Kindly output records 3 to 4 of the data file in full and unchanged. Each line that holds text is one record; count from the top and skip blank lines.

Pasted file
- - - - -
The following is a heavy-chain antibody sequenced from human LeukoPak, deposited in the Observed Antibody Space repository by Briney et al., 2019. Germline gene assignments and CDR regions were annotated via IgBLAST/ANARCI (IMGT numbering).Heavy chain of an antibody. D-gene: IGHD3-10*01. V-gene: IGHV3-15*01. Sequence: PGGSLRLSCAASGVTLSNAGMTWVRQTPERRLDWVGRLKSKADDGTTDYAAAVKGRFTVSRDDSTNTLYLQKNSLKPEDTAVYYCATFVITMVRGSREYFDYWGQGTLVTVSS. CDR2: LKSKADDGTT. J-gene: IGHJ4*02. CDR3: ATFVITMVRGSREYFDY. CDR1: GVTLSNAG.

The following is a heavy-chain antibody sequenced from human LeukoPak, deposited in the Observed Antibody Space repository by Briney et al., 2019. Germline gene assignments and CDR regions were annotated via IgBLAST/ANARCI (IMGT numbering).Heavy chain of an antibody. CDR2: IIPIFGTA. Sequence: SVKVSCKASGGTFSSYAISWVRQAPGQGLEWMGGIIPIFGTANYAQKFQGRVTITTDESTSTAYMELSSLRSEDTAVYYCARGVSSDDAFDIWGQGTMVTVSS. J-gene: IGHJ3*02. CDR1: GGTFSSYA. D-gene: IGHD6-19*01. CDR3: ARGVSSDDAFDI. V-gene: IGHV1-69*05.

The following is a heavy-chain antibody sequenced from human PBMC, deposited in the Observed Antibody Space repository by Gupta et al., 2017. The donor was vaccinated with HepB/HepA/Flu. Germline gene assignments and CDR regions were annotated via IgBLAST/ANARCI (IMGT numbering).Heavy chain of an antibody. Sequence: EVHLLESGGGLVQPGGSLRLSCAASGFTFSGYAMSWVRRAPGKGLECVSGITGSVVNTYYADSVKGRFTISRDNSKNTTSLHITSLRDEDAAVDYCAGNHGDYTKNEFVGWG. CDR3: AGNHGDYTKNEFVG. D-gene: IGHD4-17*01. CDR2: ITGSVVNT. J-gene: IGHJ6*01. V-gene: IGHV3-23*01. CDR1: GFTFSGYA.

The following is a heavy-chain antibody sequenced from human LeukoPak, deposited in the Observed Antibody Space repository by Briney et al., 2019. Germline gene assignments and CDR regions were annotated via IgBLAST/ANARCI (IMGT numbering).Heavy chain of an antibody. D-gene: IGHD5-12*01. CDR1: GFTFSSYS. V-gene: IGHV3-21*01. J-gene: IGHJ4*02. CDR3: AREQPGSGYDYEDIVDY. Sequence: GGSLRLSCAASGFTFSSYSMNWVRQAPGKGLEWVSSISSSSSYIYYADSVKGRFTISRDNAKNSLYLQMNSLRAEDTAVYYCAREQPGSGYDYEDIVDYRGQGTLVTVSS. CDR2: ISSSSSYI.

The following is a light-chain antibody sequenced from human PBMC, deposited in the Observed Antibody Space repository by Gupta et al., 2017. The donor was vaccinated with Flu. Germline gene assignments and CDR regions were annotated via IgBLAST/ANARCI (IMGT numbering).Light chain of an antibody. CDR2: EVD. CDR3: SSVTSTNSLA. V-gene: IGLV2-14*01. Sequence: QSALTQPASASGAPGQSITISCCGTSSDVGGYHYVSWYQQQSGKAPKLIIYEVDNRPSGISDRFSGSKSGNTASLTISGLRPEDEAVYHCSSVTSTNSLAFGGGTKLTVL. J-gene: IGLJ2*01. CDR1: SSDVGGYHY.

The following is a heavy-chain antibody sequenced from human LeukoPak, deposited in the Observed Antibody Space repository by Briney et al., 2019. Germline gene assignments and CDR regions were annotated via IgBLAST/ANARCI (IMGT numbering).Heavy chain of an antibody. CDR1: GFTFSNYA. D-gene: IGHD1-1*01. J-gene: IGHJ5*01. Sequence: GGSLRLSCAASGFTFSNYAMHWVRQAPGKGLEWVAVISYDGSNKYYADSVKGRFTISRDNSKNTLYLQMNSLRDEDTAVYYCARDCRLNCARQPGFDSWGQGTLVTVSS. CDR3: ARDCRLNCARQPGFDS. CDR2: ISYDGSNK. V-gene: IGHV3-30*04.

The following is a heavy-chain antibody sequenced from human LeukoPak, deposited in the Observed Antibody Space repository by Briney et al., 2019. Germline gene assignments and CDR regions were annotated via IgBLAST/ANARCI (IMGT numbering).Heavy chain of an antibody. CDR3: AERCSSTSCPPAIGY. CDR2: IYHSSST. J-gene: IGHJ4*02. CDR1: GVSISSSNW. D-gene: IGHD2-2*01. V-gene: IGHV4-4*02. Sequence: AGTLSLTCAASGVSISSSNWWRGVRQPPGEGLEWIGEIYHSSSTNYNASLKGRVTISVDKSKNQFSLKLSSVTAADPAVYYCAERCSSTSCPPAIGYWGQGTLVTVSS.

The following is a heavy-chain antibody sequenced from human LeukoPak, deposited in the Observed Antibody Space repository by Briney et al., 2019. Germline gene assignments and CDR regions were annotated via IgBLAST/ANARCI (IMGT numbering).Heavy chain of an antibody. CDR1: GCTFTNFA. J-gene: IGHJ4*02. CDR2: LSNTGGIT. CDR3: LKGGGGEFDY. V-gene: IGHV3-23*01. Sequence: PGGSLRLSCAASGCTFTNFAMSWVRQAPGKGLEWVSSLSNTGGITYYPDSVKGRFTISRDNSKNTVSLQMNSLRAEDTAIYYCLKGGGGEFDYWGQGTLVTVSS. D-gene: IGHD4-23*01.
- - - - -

The following is a heavy-chain antibody sequenced from human PBMC, deposited in the Observed Antibody Space repository by Gupta et al., 2017. The donor was vaccinated with HepB/HepA/Flu. Germline gene assignments and CDR regions were annotated via IgBLAST/ANARCI (IMGT numbering).Heavy chain of an antibody. Sequence: EVHLLESGGGLVQPGGSLRLSCAASGFTFSGYAMSWVRRAPGKGLECVSGITGSVVNTYYADSVKGRFTISRDNSKNTTSLHITSLRDEDAAVDYCAGNHGDYTKNEFVGWG. CDR3: AGNHGDYTKNEFVG. D-gene: IGHD4-17*01. CDR2: ITGSVVNT. J-gene: IGHJ6*01. V-gene: IGHV3-23*01. CDR1: GFTFSGYA.

The following is a heavy-chain antibody sequenced from human LeukoPak, deposited in the Observed Antibody Space repository by Briney et al., 2019. Germline gene assignments and CDR regions were annotated via IgBLAST/ANARCI (IMGT numbering).Heavy chain of an antibody. D-gene: IGHD5-12*01. CDR1: GFTFSSYS. V-gene: IGHV3-21*01. J-gene: IGHJ4*02. CDR3: AREQPGSGYDYEDIVDY. Sequence: GGSLRLSCAASGFTFSSYSMNWVRQAPGKGLEWVSSISSSSSYIYYADSVKGRFTISRDNAKNSLYLQMNSLRAEDTAVYYCAREQPGSGYDYEDIVDYRGQGTLVTVSS. CDR2: ISSSSSYI.